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Influenza Season 2020-21

Because of the COVID-19 Pandemic, this year, a flu vaccine is more important than ever! #FIGHTFLU!

Protect Your Health This Flu Season
Visit this CDC web page to read about why flu vaccine is more important than ever, and about what to expect for the 2020-21 flu season during the COVID-19 Pandemic.

For more flu information and resources, please see the column on the right side of this page.

To protect your health and the health of those around you, follow these steps:

  • Get flu vaccine.
    A flu vaccine is the best way to help protect yourself from getting the flu. And tell your family, friends and others around you that they need to get vaccinated, too! Flu vaccines are available in our community now through some health care providers, clinics as well as other places, like pharmacies. More locations will be offering flu vaccine in the coming weeks and months.

  • Cover your coughs and sneezes.
    Use a tissue or your arm if a tissue isn't available..

  • Wash your hands often, with plenty of soap and warm water.

  • Stay away from sick people whenever possible.

  • Stay home when you are sick.

  • Get enough rest, exercise regularly and eat a healthy diet.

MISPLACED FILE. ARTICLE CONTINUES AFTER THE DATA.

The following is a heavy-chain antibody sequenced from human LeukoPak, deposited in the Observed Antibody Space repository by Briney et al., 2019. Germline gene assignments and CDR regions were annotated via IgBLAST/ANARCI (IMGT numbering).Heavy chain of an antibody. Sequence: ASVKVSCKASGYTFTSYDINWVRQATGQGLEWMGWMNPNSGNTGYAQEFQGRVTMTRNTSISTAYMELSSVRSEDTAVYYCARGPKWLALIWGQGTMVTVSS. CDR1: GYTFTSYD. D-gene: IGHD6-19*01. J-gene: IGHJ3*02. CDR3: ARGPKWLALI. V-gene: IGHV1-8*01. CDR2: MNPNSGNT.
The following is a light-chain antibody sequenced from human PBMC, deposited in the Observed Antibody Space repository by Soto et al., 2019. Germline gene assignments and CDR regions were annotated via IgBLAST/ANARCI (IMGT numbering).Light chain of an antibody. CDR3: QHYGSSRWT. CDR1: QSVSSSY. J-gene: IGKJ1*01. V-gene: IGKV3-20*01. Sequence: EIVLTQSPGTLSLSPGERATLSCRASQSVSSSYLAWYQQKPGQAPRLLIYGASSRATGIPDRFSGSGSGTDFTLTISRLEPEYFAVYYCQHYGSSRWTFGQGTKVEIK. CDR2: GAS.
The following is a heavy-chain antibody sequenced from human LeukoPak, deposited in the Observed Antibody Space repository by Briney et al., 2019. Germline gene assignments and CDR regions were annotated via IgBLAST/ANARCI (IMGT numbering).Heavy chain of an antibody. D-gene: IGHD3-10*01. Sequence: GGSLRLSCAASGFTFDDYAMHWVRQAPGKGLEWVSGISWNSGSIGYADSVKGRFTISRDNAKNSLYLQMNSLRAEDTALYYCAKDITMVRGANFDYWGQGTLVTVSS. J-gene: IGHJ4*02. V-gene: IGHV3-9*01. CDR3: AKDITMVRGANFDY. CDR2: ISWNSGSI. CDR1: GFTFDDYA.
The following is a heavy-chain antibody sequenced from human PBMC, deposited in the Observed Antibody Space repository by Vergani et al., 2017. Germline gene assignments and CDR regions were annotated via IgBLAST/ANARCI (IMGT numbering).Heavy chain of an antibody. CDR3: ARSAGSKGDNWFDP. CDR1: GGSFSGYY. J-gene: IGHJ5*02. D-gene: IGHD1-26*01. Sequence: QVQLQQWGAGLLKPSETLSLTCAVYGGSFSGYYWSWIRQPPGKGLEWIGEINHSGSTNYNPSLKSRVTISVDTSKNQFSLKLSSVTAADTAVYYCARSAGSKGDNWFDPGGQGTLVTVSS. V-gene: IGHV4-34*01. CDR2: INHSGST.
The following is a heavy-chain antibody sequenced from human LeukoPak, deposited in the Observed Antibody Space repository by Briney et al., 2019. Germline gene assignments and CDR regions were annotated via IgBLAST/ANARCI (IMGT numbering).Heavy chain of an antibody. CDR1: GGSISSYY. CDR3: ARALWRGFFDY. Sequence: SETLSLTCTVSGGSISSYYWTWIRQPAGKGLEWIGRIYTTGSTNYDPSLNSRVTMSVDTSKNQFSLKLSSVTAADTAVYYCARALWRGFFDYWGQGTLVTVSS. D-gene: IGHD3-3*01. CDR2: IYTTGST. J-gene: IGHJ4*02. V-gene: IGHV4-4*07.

Influenza can be a serious disease that can lead to hospitalization and even death. The flu vaccine is one of the best ways to protect against influenza, and is recommended for everyone age 6 months and older, every year.

You need to get flu vaccine every year because the strains of the virus can change each year. Even if you got the vaccine last year, you need it this year. And It is not possible to predict how mild or severe this flu season will be.

For more information on steps you can take, please visit the CDC Healthy Habits to Help Prevent Flu web page.

Anyone can get sick from the flu. No matter how healthy you are, you can catch the flu. People with the flu may be sick for 2-3 weeks or more, interfering with work, school, other activities and time spent with family and friends.

Learn what to do about the flu and why people 65 years and older are at greater risk of serious complications from the flu.

Even if you get a mild case of the flu, you can still spread it to others, like your family, friends and co-workers. Some of the people you could spread the flu to may be at risk for serious complications if they get the flu.

Who is at High Risk of Complications From Flu?

  • Adults 65 years and older,
  • Pregnant women,
  • Young children, and
  • Those with health conditions including asthma, diabetes, heart disease, HIV/AIDS, cancer, children with neurologic conditions, chronic kidney disease, immune system disorders and certain other health problems.

If these people get the flu, they are more likely to get seriously ill with complications like pneumonia and need hospitalization. In addition, their chances of dying from flu-related complications are higher than other people.

People at high risk for flu-related complications should contact their doctor immediately if they start to develop flu-like symptoms so that they can be evaluated for antiviral drugs, which work best if given within 48 hours after symptoms appear.

If you have heart disease or have had a stroke, flu vaccination is especially important for you.  

For more information and resources for specific high-risk groups, please visit the CDC's People at High Risk For Flu Complications web page.

Pregnant Women Need Flu Vaccine!